It's important to consider how people will see your page using different equipment and software. You should also consider people with visual or hearing impairment. Blind people use text synthesizers to convert visual text on the screen into spoken words. People with poor eyesight have difficulty with fixed font sizes, contrast, light text on dark backgrounds, etc. Although most web browsers allow users to use their own style sheet to change the appearance of pages, you should still design with all users in mind.
HTML provides the structure for the document (headings, paragraphs, tables, code). CSS provides the style (colour, fonts, positioning, layout). Be sure to design your page without CSS initially. CSS style sheets solve most style problems that plaque Web pages. If you link to the style sheet in every page, then changing the style sheet changes the appearance of the entire website.
Good design and accessiblity are hard to separate, although "good" is a raging debate. The following isn't the "last word", but only a starting point.
- In general, a page should read well without graphics; a page
should be readable when printed.
- Use consistent design techniques for all your related documents to
make it easier for users to navigate through your pages. This includes:
- common background color or graphic
- common header and footer format in each page.
- common navigation techniques (toolbars, index links)
- pages of similar size (1 to 5 screens)
- Sign your work in a personal site! You can link to a page about you at the bottom.
You should always include a line like this in the HEAD SECTION (substitute
your address for webmaster..):
<LINK REV=MADE HREF="mailto:firstname.lastname@example.org">
- A business site should provide the name, address and contact information
(or link) on every page's footer.
- Provide a link to the page maintainer's email address (who will get
wonderful compliments!). Notice that the address is visible for people
who cannot use the link to send email.
Feedback to email@example.com</A>
- Date your work with a comment line in the HEAD section:
<!-- Last Changed: 5 September 1999 -->
- Put a link back to the home page somewhere in each of your pages.
This should be the full URL in case the person has "saved" the file.
Back to Home page</A>
- Follow heading sizes in order: H1, then H2 (don't skip to H3). Don't
use a font, BR or P to format a heading.
The browser will format it for you.
- If you have a translation of a page in another language, put icons
or links to it right under the header.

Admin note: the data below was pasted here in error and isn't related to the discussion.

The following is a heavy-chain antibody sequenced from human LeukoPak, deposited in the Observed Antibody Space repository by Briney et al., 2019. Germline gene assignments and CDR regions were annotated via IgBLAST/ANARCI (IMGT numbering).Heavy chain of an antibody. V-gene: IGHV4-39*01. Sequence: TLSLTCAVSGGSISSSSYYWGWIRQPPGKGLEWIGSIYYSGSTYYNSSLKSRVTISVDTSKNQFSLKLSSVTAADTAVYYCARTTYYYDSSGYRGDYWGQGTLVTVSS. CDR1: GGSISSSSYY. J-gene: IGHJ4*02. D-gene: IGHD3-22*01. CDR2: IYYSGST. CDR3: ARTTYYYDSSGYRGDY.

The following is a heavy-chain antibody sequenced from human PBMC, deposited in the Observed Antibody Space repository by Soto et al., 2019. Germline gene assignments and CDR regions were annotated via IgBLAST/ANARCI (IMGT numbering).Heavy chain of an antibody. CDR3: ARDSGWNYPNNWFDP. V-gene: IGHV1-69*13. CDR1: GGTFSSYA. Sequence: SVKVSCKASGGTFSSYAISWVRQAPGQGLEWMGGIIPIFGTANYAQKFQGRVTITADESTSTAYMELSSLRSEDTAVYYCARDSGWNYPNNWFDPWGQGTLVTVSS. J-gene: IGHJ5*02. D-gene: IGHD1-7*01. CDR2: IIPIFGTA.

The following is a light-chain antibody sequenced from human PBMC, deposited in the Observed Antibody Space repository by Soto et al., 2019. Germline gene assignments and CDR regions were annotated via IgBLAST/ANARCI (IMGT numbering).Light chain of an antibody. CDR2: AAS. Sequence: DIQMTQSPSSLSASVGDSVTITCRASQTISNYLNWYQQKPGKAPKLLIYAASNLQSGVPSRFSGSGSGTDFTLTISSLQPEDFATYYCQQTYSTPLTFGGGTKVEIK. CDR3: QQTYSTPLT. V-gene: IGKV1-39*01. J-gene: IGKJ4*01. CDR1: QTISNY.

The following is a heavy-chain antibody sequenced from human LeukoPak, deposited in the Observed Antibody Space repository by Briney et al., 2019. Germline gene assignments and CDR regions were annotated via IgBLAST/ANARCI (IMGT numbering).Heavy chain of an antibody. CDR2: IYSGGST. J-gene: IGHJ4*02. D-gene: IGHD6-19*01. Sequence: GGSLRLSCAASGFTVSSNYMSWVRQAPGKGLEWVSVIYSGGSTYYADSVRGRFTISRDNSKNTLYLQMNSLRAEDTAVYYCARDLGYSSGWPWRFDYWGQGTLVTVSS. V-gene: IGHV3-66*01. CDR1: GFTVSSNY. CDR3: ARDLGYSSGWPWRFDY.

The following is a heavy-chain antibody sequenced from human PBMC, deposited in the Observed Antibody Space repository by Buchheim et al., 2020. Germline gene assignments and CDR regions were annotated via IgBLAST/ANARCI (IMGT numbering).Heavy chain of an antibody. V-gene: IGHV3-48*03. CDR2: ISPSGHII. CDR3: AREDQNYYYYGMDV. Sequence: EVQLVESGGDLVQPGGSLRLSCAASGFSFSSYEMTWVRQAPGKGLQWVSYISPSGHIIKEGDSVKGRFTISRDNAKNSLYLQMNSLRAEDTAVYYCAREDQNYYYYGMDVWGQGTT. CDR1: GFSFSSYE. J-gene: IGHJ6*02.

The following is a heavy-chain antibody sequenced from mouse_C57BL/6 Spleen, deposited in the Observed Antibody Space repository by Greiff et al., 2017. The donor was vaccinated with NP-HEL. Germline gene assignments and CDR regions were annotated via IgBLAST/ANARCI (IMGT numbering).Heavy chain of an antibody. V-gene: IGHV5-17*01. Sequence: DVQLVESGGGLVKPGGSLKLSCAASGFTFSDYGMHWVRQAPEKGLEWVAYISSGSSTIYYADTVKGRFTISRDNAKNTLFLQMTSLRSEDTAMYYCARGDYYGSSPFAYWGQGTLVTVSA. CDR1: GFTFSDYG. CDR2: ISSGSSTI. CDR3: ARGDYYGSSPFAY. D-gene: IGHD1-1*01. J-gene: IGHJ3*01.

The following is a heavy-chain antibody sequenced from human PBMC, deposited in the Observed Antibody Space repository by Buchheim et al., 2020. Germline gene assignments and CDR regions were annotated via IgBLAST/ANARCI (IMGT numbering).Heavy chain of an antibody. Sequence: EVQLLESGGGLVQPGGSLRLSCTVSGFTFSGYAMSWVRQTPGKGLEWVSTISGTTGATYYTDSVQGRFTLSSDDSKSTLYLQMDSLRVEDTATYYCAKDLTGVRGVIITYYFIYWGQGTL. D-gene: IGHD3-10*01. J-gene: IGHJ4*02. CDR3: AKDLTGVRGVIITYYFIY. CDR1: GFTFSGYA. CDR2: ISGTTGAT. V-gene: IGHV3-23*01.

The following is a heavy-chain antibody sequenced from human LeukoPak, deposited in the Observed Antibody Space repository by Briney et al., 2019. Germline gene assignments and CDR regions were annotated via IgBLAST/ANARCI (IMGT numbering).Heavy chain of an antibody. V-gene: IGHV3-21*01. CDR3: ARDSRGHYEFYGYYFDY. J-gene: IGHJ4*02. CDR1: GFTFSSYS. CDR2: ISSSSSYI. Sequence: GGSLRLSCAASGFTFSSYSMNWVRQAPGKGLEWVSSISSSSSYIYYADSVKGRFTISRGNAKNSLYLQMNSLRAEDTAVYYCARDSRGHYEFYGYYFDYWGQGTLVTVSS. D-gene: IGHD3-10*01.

- Try not to change the standard colors in the BODY
tag for text (black), link text (blue), and visited links (purple).
People are used to seeing these link colors when they navigate all web
- Many people find light text on a dark background very difficult to
read. Use external style sheets for styles so the user can use their
- Your sentences, paragraphs, headers, titles, list items should use
- Don't use blinking text! Reconsider animated GIFs - many people find
moving images annoying.
- If you MUST use the PRE tag, create short lines so
that browsers will be able to read the text without scrolling sideways
even on VGA screens. If possible, convert the file to HTML.
- Do not instruct the reader how to use a web browser! Do NOT mention
"browsers" or "Best viewed..". Use links, don't talk about them. For
Bad: <A HREF= "http://web.ncf.ca/pat/pdqlib/">
Click here</A> for the PDQ Library.
Better: Learn more about Web site design in the
<A HREF="http://web.ncf.ca/pat/pdqlib/"> PDQ Library</A>.
- Do not put spaces around a link's anchor text:
Bad: <A HREF="a.html"> Style Guide </A>
Good: A <A HREF="a.html"> Style Guide</A>
- Let the browser do it's job to display the page in the best way by
using "logical" styles rather than "physical" styles. Use EM, DFN, CITE,
VAR rather than I; use STRONG rather than B; use CODE and KBD rather
- Use relative URLs to your other pages to make a web site easier to
maintain. It also makes it easy to move the site without editing (full
URLs are not portable). Relative addresses are also served faster.
Relative URL: events.html
Full URL: http://www.company.ca/events.html
Using and spelling those Net terms
According to Webreference, Chicago Manual of Style (CMS), Strunk and White's
- Email noun;(electronic mail) and verb (I emailed you.)
- World Wide Web
- Website (or web site), Web, site
- the Internet (don't forget "the")
- webmaster, webcam, webzine
- 2 words please: home page, end user
- 1 word: upload, download, printout, bookmark
- online (on-line has fallen out of favour)
- dial-up or dialup
- log on, log-on, log in, log-in or login
- URL (Uniform Resource Locator) i.e. http://www.patdrummond.org
- FTP (File Transfer Protocol), FTP files to your website
- HTML (Hypertext Markup Language)
- GIF (Graphical Interchange Format)
- JPEG or JPG (Joint Photographic Experts Group)
- GUI (Graphical User Interface)
- LAN (Local Area Network)
Midcaps, intercaps, mixed case, WikiName for owner identified names (DoN't
File size and speed
A brilliant young fellow named Mel
Wrote incomparable HTML.
But his gigantic GIFs
Were such slow-loading stiffs
That he created the Web site from Hell.
. . . . [Les Share]
Test your page from another system to see if it takes longer than five seconds to load -- this is a general rule of thumb used by some designers. Many people will leave your site on long waits. If your page takes longer than 10 seconds, it is usually because of inline images. It's easy to make your graphics files smaller.
Just remember to clear your "browser cache" before you test any page for loading speed. (A cached page will load much faster.)
Style Guides and Links
And how NOT to design Web pages...